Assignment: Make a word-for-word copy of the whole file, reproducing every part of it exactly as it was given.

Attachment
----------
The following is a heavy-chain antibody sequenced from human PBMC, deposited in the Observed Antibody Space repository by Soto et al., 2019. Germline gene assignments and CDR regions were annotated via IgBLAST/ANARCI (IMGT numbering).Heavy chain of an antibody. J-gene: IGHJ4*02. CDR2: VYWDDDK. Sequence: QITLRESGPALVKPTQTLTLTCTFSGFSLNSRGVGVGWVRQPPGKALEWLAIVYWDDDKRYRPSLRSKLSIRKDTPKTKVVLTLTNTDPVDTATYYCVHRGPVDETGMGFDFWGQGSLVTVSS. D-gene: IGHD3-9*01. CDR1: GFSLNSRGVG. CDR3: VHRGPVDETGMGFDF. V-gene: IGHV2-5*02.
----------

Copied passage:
The following is a heavy-chain antibody sequenced from human PBMC, deposited in the Observed Antibody Space repository by Soto et al., 2019. Germline gene assignments and CDR regions were annotated via IgBLAST/ANARCI (IMGT numbering).Heavy chain of an antibody. J-gene: IGHJ4*02. CDR2: VYWDDDK. Sequence: QITLRESGPALVKPTQTLTLTCTFSGFSLNSRGVGVGWVRQPPGKALEWLAIVYWDDDKRYRPSLRSKLSIRKDTPKTKVVLTLTNTDPVDTATYYCVHRGPVDETGMGFDFWGQGSLVTVSS. D-gene: IGHD3-9*01. CDR1: GFSLNSRGVG. CDR3: VHRGPVDETGMGFDF. V-gene: IGHV2-5*02.